Star Wars: Age of Republic – Jango Fett #1 is the latest entry in the aforementioned comic book series, and our first glimpse into the new canon lore for Jango Fett. We start out with a ragtag group of bounty hunters discussing an easy job they were hired for. The hunters are joining forces with Jango Fett and are puzzled as to why he would accept a mission that is far beneath him. Rumors circulate concerning what we know to be the Clone Army project: that Jango has found steady work with one client and that they are rich enough to be his only client. As Jango joins them, it is revealed that he is accompanied by a young Boba Fett. Jango explains that this mission is part of his training and the hunters depart.
Aboard Slave I, Boba wonders why they can’t work with bounty hunters that they already know. Jango Fett explains that Boba must learn to deal with the “unknown factor.” Boba Fett asks if his father can’t simply take the jobs he wants. Jango explains that although he can, it took a long time to reach that point.
It’s here that we get our first flashback. It is the meeting where Darth Tyranus recruits Jango Fett to be the clone template of the Grand Army of the Republic. They meet on one of the moons of Bogden; in fact, we knew this ever since Jango told Obi-Wan as much during Attack of the Clones. Sadly, this is also where the new canon continues to phase out the Expanded Universe (aka “Legends”). In the video game, Star Wars: Bounty Hunter, Jango Fett was hired to capture a Dark Jedi named Komari Vosa. This ordeal is orchestrated by Tyranus in order to find the best template for the Clone Army. This time around, it seems that Jango Fett’s reputation alone is what draws Tyranus to recruit him.
Back in the present, the bounty hunters have located their target, a runaway woman who sought to be with her lover. However, he immediately ditches her when the hunters surround her. She ends up stumbling off a balcony, only to be caught and stunned in midair by Jango. Boba and the Rodian bounty hunter Neelda are amazed; Tiver and Rinn not so much.
As they head back to their ships, Jango tells Boba that he knew her fall was a possibility because “desperate people make stupid decisions.” This foreshadows the next immediate event: Tiver and Rinn betray the Fetts and ambush Boba. Pressing a sword against his throat, they demand that Jango relinquish the bounty to them in exchange for Boba. To their surprise, Jango refuses. As Tiver begins to question what kind of “maniac” would bring their child to a hunt, they are suddenly shot by a blaster. Jango had given Boba a backup weapon; it had remained hidden because the hunters did not think to search him. Boba shoots down Rinn and holds Neelda at gunpoint. Jango tells Boba that it is up to him whether to let Neelda go. Boba decides to do so because the Rodian was not in on the betrayal. However, because he didn’t do much to stop it, he must forfeit his share of the bounty.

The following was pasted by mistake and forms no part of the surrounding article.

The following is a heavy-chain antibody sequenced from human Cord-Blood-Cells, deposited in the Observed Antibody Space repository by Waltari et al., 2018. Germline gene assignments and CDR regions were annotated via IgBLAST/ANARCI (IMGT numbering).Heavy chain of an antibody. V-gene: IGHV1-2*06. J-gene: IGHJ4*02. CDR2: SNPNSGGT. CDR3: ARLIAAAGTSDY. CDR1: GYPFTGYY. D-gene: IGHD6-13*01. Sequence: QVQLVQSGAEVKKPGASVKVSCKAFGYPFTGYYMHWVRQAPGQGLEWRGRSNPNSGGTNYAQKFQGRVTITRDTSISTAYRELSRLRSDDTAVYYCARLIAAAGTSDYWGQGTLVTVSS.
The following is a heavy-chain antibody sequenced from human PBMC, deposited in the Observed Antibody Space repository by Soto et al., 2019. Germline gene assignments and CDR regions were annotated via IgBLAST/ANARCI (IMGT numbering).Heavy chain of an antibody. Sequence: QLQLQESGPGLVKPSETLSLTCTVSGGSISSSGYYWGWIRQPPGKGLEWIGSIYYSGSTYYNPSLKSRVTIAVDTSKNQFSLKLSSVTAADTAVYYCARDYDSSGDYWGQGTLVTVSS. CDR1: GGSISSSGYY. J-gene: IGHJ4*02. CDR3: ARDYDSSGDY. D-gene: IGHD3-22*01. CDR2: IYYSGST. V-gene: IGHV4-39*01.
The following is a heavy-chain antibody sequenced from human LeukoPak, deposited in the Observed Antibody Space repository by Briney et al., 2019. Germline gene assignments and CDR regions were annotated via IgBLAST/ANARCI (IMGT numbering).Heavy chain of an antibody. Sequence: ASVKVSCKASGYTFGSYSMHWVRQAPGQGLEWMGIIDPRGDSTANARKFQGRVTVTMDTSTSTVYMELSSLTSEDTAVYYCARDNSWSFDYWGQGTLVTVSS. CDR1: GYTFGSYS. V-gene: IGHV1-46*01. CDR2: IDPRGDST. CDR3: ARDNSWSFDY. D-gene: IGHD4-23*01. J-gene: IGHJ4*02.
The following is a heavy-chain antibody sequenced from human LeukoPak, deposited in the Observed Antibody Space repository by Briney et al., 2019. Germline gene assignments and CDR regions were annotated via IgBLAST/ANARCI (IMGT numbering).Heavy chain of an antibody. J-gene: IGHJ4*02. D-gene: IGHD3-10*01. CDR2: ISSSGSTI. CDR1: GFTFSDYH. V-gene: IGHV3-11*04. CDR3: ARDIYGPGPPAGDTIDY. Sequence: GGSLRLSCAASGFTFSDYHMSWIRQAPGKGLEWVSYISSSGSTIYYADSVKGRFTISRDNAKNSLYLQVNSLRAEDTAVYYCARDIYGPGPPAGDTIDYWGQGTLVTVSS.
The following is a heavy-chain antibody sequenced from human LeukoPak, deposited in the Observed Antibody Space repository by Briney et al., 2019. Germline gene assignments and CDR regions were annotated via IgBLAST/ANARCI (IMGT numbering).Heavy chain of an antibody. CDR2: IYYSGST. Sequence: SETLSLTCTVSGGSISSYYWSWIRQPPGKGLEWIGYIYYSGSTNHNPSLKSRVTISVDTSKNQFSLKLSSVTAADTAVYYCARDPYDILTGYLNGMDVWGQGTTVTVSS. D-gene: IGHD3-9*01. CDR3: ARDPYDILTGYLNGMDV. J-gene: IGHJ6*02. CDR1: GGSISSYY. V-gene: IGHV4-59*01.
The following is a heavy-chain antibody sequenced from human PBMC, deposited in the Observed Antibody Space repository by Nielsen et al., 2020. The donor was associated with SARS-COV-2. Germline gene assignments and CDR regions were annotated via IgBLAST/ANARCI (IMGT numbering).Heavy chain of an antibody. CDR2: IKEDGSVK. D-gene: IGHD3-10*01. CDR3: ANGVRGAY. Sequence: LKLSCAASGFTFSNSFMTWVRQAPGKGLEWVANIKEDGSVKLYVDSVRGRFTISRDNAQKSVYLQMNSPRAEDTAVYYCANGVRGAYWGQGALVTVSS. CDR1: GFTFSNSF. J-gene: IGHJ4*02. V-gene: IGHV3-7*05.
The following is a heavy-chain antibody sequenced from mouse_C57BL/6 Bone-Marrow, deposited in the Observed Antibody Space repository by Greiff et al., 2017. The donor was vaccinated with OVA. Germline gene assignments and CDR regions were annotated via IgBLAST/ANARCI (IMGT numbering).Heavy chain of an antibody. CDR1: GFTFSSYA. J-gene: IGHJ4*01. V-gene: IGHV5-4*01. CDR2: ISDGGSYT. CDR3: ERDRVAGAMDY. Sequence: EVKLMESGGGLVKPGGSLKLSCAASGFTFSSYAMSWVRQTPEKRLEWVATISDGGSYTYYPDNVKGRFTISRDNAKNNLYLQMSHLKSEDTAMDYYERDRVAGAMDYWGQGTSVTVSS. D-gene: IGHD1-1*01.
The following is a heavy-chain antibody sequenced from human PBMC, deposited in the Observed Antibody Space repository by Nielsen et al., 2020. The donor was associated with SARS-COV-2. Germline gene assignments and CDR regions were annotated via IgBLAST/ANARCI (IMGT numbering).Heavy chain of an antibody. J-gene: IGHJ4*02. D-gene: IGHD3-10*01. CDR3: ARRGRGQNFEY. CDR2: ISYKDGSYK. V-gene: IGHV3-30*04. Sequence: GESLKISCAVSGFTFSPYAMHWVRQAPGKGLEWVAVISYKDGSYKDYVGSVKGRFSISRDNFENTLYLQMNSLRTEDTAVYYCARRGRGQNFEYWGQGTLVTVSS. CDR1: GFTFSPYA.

As they fly away, Boba wonders if he made the right decision. He says he let Neelda go because he wants others to know what happens when they cross Jango Fett. “When they cross either of us, you mean,” replies Jango. Although the hunters got the drop on Boba, Jango gives him credit for his retaliation. This is summarized in the last quote of the comic: “You shot well. You trusted your judgment. And you’ve started building your reputation. A father couldn’t ask for a better start for his son’s legacy.”
I must admit that I was fairly skeptical going into this comic. Jango and Boba Fett are not always portrayed well in the Star Wars universe. They are sometimes misunderstood or portrayed less effectively than they should be. However, this story did right by both Fetts. Jango is shown to be an excellent mentor who trusts his successor, Boba, to apply what he has learned. Boba unexpectedly had his moment in the spotlight and this foreshadows the legendary bounty hunter he will become by the time of the Original Trilogy. It seems that the Fetts also exhibit a moral code: they are merciful to Neelda since he didn’t betray them and thus do not needlessly kill him.
We are also given insight into the way Jango Fett thinks. In a brief flashback on Kamino, we see that Jango is not very proud of the clones. He sees them as “livestock bred as cannon fodder.” In contrast, he raises Boba as a son and teaches him what is needed to survive as a bounty hunter. As far as Jango is concerned, Boba is his true legacy.
The artwork has a crisp, basic look to it. For a short comic such as this it’s acceptable, but I prefer the more lush work done by Chris Scalf on the comic Star Wars: Blood Ties. The overall writing for this comic is better than I expected and could have told a longer story if needed. Whether intentional or not, it still leaves much about Jango Fett unanswered, such as how he acquired his Mandalorian armor.
Star Wars: Age of Republic – Jango Fett #1, a one-shot issue with six variant covers, is a solid entry in the maxi-series of comics currently produced by Marvel. They cover three eras: Age of Republic, Age of Rebellion, and Age of Resistance, which take place during the prequel, original, and sequel trilogies respectively. Eight characters are selected for each era: four heroes and four villains. Boba Fett will be featured during Age of Rebellion in a short story such as this one. With cautious optimism, I look forward to it.